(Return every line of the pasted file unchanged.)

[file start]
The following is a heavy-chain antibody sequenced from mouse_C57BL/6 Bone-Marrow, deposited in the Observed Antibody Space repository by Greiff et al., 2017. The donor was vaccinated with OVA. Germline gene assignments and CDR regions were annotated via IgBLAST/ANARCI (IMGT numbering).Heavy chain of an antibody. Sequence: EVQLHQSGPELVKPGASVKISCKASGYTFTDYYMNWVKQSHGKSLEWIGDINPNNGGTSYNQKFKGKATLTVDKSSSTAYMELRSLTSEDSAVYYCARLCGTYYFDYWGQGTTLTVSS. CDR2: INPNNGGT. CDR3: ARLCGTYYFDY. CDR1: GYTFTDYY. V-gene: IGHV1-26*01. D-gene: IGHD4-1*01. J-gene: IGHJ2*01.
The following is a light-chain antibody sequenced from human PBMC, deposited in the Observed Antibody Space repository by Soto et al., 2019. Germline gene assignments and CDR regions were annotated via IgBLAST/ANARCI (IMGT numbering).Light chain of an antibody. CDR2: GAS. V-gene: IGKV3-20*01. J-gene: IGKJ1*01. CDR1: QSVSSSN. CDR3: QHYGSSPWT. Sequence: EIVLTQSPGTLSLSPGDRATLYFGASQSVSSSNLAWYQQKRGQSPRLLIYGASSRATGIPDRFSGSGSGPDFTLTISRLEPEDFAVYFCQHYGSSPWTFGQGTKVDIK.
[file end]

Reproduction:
The following is a heavy-chain antibody sequenced from mouse_C57BL/6 Bone-Marrow, deposited in the Observed Antibody Space repository by Greiff et al., 2017. The donor was vaccinated with OVA. Germline gene assignments and CDR regions were annotated via IgBLAST/ANARCI (IMGT numbering).Heavy chain of an antibody. Sequence: EVQLHQSGPELVKPGASVKISCKASGYTFTDYYMNWVKQSHGKSLEWIGDINPNNGGTSYNQKFKGKATLTVDKSSSTAYMELRSLTSEDSAVYYCARLCGTYYFDYWGQGTTLTVSS. CDR2: INPNNGGT. CDR3: ARLCGTYYFDY. CDR1: GYTFTDYY. V-gene: IGHV1-26*01. D-gene: IGHD4-1*01. J-gene: IGHJ2*01.
The following is a light-chain antibody sequenced from human PBMC, deposited in the Observed Antibody Space repository by Soto et al., 2019. Germline gene assignments and CDR regions were annotated via IgBLAST/ANARCI (IMGT numbering).Light chain of an antibody. CDR2: GAS. V-gene: IGKV3-20*01. J-gene: IGKJ1*01. CDR1: QSVSSSN. CDR3: QHYGSSPWT. Sequence: EIVLTQSPGTLSLSPGDRATLYFGASQSVSSSNLAWYQQKRGQSPRLLIYGASSRATGIPDRFSGSGSGPDFTLTISRLEPEDFAVYFCQHYGSSPWTFGQGTKVDIK.